Happy Halloween, my pets. I'm clicking away at my keyboard with shiny red finger nails painted specially for the '60s housewife get up I sported on Friday. Black lace cocktail dress that belonged to my great grandmother and somehow fits me perfectly, with a curved neckline resting just beneath my collar bones, a high waist, and a layer of lace falling at my knee. Paired with a last-minute tailor-made plaid apron courtesy of my mom, black peep toe pumps (pain included), fake cigarette, luxurious feather duster, and of course, pearls. It came together deliciously and cost me a grand total of $13.
In a way I feel like I'm currently trying to put my life together the way I put a Halloween costume together. The image I have of myself living in San Francisco is so constructed that it's almost unrecognizable. I have this idea and to make it real I need a number of garments and accessories: a job, an apartment, a bicycle, maybe an iPhone, and Etsy shop, a favorite coffee spot. The costume is me living the life I want to live in the city I want to live in. It's like many Halloween costumes in that the idea is the easy part; you get all excited like "Yeah! It'll be brilliant!" and then realize you don't know how to make, say, a Marge Simpson wig or a Ghostbusters proton pack. The idea dissolves and you go with something you already have.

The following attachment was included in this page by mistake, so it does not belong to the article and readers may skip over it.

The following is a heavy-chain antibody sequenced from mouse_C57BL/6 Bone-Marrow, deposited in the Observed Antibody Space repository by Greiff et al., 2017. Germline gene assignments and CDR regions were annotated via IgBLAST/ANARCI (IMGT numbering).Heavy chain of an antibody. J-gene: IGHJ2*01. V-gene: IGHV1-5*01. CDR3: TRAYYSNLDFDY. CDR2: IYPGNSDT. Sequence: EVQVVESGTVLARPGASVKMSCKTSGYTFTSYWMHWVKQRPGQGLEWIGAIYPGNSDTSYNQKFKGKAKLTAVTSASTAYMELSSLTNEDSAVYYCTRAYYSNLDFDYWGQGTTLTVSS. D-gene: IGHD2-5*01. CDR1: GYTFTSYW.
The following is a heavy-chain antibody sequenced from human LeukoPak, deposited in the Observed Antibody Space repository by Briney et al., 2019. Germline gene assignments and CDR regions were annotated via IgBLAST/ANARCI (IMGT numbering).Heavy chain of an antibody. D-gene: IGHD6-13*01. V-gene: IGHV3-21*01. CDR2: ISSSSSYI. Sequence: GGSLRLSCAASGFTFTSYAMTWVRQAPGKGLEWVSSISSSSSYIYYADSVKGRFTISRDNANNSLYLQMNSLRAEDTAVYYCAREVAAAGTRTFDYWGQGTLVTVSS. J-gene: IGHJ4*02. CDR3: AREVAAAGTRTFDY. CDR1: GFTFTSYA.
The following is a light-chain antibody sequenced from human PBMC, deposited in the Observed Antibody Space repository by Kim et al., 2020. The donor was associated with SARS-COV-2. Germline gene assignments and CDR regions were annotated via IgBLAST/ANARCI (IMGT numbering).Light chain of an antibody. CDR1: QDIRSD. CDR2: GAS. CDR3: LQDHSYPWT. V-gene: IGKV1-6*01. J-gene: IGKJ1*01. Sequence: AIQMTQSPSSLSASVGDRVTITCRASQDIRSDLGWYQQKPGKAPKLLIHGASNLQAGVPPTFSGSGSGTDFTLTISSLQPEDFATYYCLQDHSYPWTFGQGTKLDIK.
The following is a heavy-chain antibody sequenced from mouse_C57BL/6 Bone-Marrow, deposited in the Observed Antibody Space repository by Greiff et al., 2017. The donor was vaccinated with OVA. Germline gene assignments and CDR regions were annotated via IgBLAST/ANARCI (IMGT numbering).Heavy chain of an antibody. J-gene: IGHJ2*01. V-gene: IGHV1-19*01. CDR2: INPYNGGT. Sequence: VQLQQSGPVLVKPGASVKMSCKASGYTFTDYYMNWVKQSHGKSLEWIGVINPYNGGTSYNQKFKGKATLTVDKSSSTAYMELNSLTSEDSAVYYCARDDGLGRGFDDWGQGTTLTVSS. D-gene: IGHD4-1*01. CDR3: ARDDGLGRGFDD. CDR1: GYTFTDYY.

My friend Anne once told me to start acting and looking like the person I want to become, and eventually I'll just find my way there. Eventually it will no longer be a costume, but real. This is how we build our identity over time, isn't it? Some of it is organic, and some of it, calculated down to every detail. Down to fake cigarettes and red nail polish. At first it feels like you're playing dress-up, and then it becomes so comfortable and familiar you can't remember being any other way.
While I already have one element of my costume -- the job -- after a month I still feel like even that is somehow pretend, like I'm faking it or something. I walk through the Financial District every day and while I love it -- the industriousness of it all, looking up every block or so to where the buildings meet the sky -- I somehow feel like I don't belong, like it's a secret club and people notice me on the streets and think, what is she doing here?
Actually, though, building a new life for yourself is like a Halloween party also in that you really can be whoever the hell you want to be. It might take time, creativity, and 20,000 email responses to Craigslist room-for-rent ads, but in the end the costume is yours to wear. And if you really want, you can be something different every year. The people you meet may not know it, but you'll still just be you, whatever that is.